Oh, except, wait a minute, it turns out that those markets aren't as fragile as the perception suggests. If you burrow into the McKinsey Global Institute's latest report on global asset markets, it turns out that, excepting Europe, the rest of global finance has experienced a decent recovery from the 2008 crash. According to MGI:
With the pullback in cross-border lending, foreign direct investment from the world’s multinational companies and sovereign investors has increased to roughly 40 percent of global capital flows. This may bring greater stability, since foreign direct investment has proved to be the least volatile type of capital flow, despite a drop in 2012.
Of course, this was written before the Cypriot stupidity, so now markets are really roiled, right? Well... here's Business Insider's Joe Weisenthal's take early this a.m.:
Markets are down a bit in Europe although not dramatically so yet.
US futures were flat, and Asia was actually up nicely, with Japan gaining 2%.
That seems like a thoroughly appropriate reaction. And over at the New York Times, Andrew Ross Sorkin explains why that's the rational and appropriate reaction:
While the bailout of Cyprus is a fascinating case study and raises interesting theoretical questions about moral hazard for policy wonks and talking heads, here is the reality: It is largely irrelevant to the global economy. Cyprus is tiny; its economy is smaller than Vermont’s. And the bailout is worth a paltry $13 billion, the equivalent of pocket lint for those in the bailout game.
Even the larger issue about bailing out a country by taking money from depositors — which quickly created outrage around the world — seems overblown....
[I]n truth, the smart money knows that the bailout of Cyprus says very little about future actions.
“I would assume that anyone in Spain, Portugal or elsewhere who knows about the taxation of Cypriot depositors also would know that the Cypriot banking system is a very different animal than anywhere else in the euro zone,” Erik Nielsen, chief economist at UniCredit, wrote in a note to clients.
Mr. O’Neill of Goldman also acknowledged: “I am sure it will not set a precedent.”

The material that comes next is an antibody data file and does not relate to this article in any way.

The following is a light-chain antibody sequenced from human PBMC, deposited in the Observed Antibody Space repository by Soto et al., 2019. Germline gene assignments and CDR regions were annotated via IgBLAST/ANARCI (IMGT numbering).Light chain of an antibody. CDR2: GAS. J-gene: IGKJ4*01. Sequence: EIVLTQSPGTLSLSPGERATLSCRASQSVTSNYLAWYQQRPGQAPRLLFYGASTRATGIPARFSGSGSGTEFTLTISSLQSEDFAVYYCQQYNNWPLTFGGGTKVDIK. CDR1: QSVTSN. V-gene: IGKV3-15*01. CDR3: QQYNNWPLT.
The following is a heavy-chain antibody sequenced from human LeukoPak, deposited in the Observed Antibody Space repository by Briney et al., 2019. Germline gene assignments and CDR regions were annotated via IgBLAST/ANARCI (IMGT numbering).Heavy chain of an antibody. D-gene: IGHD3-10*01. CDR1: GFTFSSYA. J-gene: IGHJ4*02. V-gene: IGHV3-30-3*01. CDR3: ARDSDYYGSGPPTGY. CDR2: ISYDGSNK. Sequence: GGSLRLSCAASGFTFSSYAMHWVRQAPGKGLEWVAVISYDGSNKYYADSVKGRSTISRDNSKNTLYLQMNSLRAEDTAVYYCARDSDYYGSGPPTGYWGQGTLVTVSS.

Cyprus is unique. Besides being tiny, its banking system looks different from those in most other countries. Much of the big money deposited in its banks is from foreign investors, including Russians who have long been suspected of money laundering. Those investors had fair warning that Cypriot banks were troubled. The issue has been simmering for six months. But those investors left their money in the bank, in part because they were gambling that the banks would be bailed out at no cost to them. If the current plan is approved, depositors will have lost that bet.
Now this is a perfectly rational analysis. What's significant is that it seems like markets are making the same calculation. When financial markets are fragile, when there's a fear of financial contagion, they don't make the rational calculation -- they freak out. That hasn't happened with Cyprus.
I know I'm at the risk of pulling a Donald Luskin here, but what's happening in Cyprus right now primarily affects Cypriots, with a small concern about regional effects. It doesn't look like it's triggering the same kind of concerns of either the Lehman collapse or the Greek sovereign debt crisis. And anytime the abject stupidity of European financial statecraft can be confined to Europe, that's a very, very good thing indeed for the global financial system.
Am I missing anything?